So what do we expect?

The fateful drinking scandal which accompanied the laxness shown in the 3-0 home defeat to Middlesborough, whereby certain players were alleged to have been drinking the Friday before the Sunday match, was a pivotal moment which determined my own expectations for this upcoming season. During that horrendous first half of 'football' I foresaw the rest of the season: the damaged morale, the weakening of the home fortress, the petty loss of 2nd place to Norwich, the lack of solidarity in the loan signings our squad was based on, and the phoenix-like surge of form from Reading in the close season... self-destruction seemed to be on the horizon. What terrified me most was that 2011/2012 would see us turned into the new Leeds United of 2007, or the Charlton Athletic of 2008. Relegation, not promotion, was the fear that blackened pub talk over the dark days of May and June. However, Mackay has so far done a sterling job with the limited resources available, making astute signings in cheap markets. Scottish imports (Burke, McPhail, McCormack etc.) have flourished in Wales and the Championship in the past, and I can see Miller excelling at this level. Conway has been on many a club's radar for many months, and I believe his technical ability on either flank will be a great asset too. Taylor looks like a solution to the second full-back problem we've suffered for a while, partnering McNaughton on the opposite side, whilst Earnshaw will certainly be the one we'll see on the back of shirts in the upcoming season, as kids nag their parents for the newest replica as the parents dig out the old Leekes sponsored Earnie shirts from Division 2 days of lore! Let's not underestimate either the belief shown in Whittingham too, as Mackay somehow managed to hold onto the playmaker by the tips of his fingers. There is still a gap in the team and in squad depth for sure, and I would love Mackay to tempt Jason Koumas into a permanent deal; he is currently a free agent with undoubted quality on the ball, despite questionable fitness, which could be solved simply by the consistent first team action he couldn't get near last term. Looking at the job done thus far, with the dwindling but persistent hope of Bellamy returning for another year, the best we can hope for is a top 10 finish. Challenging for a play off place would perhaps be an unreasonable demand, but with the players brought in, the season is certainly not without optimism.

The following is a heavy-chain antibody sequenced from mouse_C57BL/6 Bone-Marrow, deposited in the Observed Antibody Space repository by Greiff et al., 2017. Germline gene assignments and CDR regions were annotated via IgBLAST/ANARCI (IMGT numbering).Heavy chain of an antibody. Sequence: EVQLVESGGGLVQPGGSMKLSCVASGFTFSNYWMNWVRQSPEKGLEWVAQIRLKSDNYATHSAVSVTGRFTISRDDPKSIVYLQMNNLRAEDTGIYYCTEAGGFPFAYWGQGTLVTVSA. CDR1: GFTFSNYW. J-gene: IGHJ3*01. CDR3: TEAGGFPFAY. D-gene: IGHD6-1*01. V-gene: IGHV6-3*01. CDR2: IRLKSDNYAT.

Some may even argue that the squad has been improved! The lax sense of easy victory from last season has been kicked out of the dressing room, and already there is a feeling around the Cardiff camp that this year they are a team, rather than the collection of 'star' individuals from yesteryear.

As Anthony Gerrard puts it: "There aren't that many cliques and not many egos. Everyone's getting on fantastically well. That bodes well for a happy team and a happy environment."

So perhaps there is hope for us long suffering Bluebirds fans yet? This year will probably be more of a year of transition than a year of achievement, but at least it looks like we will be able to hold our head up with respect. Last year's side symbolised what I believe to wrong about football on many levels, and when 'squeaky bum time' came a-calling, we didn't deserve promotion. Hopefully this year, with a compromise on domestic expectation, we can learn to refuse to compromise on the football itself, with a side that truly earns the support of its following.
James Hitchings-Hales

Total articles: 3

Latest Football Articles